Tram collection derailed at Bylands

By Jackson Russell

The Tramway Museum Society of Victoria is concerned it could lose the world’s only complete collection of W-Class trams if it’s unable to renegotiate an almost 25-year old agreement with the State Government.

The agreement, signed in 1995, loaned four of the society’s tramcars in exchange four W-Class trams and allowed the society to run trams on Melbourne’s tram network to raise money.

The society keeps the trams on display, along with the other 49 in its collection, at the Tramway Heritage Centre in Bylands.

The society attempted to reach out to the government and established contact with VicTrack to renegotiate the agreement but were told VicTrack was happy to let it lapse.

Tramway Museum Society of Victoria marketing manager William Fedor wants to maintain the world’s only complete collection of W-Class trams at its museum at Bylands, between Kilmore and Wallan.

Tramway Museum Society of Victoria marketing manager William Fedor said it had taken two years just to get to that point.

“We’ve been through our third person at VicTrack to talk about it and we’re now dealing with one of the group managers and the CEO,” he said.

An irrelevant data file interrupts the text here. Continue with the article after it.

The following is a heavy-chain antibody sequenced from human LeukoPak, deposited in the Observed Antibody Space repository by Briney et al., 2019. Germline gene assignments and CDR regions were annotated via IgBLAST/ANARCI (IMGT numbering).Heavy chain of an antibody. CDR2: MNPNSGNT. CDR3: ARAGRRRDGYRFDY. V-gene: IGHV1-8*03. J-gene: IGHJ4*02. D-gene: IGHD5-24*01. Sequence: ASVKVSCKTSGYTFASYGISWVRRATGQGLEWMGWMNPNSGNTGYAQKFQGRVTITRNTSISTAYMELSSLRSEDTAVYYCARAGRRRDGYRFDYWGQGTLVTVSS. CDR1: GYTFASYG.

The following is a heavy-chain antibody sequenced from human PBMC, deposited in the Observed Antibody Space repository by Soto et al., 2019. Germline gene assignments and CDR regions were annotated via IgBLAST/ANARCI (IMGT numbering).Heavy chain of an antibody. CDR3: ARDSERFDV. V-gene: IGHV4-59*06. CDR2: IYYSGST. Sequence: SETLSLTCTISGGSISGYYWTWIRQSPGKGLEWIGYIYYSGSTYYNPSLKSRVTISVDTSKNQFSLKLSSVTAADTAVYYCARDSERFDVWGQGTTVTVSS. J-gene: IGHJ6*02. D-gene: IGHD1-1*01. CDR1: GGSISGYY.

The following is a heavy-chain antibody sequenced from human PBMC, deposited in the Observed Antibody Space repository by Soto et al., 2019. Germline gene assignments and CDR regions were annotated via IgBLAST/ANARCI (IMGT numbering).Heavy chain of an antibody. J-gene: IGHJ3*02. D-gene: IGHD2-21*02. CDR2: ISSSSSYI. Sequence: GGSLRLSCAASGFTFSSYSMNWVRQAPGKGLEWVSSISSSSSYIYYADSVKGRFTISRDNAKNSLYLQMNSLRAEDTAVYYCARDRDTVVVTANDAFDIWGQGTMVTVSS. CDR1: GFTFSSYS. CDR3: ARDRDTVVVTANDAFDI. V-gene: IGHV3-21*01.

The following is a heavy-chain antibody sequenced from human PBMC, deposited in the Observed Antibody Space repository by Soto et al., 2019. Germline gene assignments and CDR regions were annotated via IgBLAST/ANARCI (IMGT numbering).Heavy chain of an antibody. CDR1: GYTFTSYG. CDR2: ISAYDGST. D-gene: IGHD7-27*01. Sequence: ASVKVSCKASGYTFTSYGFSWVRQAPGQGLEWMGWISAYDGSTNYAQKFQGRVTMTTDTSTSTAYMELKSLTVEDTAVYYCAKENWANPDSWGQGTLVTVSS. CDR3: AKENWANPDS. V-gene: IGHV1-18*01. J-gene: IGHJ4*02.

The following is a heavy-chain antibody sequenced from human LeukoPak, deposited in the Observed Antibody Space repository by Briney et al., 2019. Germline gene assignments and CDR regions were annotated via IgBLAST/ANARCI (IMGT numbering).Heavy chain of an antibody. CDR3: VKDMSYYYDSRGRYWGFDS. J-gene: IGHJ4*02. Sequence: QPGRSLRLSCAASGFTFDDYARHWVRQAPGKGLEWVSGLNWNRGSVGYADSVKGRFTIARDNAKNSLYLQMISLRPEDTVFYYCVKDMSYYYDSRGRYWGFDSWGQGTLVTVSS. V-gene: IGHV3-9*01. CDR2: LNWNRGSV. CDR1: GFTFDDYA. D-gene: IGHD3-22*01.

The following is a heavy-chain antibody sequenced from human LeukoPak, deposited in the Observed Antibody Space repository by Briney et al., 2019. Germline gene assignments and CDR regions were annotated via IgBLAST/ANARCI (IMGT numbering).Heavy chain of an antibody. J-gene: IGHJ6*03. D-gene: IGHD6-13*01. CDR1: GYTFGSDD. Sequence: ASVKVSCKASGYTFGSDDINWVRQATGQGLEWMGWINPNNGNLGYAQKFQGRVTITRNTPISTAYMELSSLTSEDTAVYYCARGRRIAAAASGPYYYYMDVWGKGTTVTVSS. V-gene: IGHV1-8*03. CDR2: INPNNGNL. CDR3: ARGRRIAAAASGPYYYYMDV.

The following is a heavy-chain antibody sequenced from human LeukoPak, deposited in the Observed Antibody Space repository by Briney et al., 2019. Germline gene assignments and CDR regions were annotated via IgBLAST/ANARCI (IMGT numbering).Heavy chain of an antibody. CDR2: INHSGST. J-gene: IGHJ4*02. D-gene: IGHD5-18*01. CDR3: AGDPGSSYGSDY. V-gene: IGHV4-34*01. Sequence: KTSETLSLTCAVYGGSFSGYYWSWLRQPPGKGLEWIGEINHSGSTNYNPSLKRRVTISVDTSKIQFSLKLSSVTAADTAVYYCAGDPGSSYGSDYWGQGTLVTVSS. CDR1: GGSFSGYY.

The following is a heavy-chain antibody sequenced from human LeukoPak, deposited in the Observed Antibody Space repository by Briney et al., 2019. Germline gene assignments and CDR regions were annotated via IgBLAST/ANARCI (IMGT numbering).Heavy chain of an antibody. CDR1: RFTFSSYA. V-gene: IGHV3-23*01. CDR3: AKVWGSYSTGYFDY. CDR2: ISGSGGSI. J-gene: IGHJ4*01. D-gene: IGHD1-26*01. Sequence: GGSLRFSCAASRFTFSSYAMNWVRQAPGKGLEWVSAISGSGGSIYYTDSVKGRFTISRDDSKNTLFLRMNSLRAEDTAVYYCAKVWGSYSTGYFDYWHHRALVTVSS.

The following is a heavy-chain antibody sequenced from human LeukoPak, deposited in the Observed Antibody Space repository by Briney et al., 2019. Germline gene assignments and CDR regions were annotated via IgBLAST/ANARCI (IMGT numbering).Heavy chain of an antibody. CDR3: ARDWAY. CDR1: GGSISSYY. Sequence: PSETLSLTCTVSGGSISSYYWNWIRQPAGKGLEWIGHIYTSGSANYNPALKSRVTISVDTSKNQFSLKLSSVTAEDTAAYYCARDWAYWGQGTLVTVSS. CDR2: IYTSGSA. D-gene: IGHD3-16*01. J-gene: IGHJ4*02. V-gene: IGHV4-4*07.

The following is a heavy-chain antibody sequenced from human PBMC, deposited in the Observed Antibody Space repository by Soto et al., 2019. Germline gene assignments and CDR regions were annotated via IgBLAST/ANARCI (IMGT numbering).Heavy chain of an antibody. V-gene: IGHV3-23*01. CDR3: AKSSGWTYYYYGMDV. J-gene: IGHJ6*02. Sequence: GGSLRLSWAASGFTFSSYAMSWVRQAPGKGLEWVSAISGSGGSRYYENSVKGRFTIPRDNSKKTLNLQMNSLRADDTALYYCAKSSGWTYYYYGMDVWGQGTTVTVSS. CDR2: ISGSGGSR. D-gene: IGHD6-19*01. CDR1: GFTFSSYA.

“Then they finally said they’re not going to renegotiate the contract. They’ll take our trams from the Melbourne Tram Museum in Hawthorn and take five trams off of us which were part of the agreement.

“This is the only place where you can see a complete collection of W Class trams, every single one. There are 13 different types of W Class trams and there’s one more that we would like.

“We’d like the trams we have at Hawthorn to stay at Hawthorn because it’ll benefit their collection at the same time.”

Since private operators took over Melbourne’s tram network and upgraded the overheads, the society hasn’t been able to run their trams on Melbourne’s network.

“We’ve lost the much-needed revenue and we’re at the stage where we need our original shed repaired, it’s about to fall down and that’s $300,000 to re-erect that,” Fedor said.

Mr Fedor said if VicTrack took away the four W-Class trams in the society’s collection, there might never be another complete collection in the world.

“Because the museum’s really fortunate enough to have only types of W-Class trams so if you take that away, no one will be able to complete that collection ever again,” he said.

There is a chance the society can get the trams back as part of the State Government’s Retired Trams Strategy, which gives schools, community groups and not-for-profit organisations a chance to acquire the iconic W-Class trams.

VicTrack did not repond for comment before the Review’s print deadline.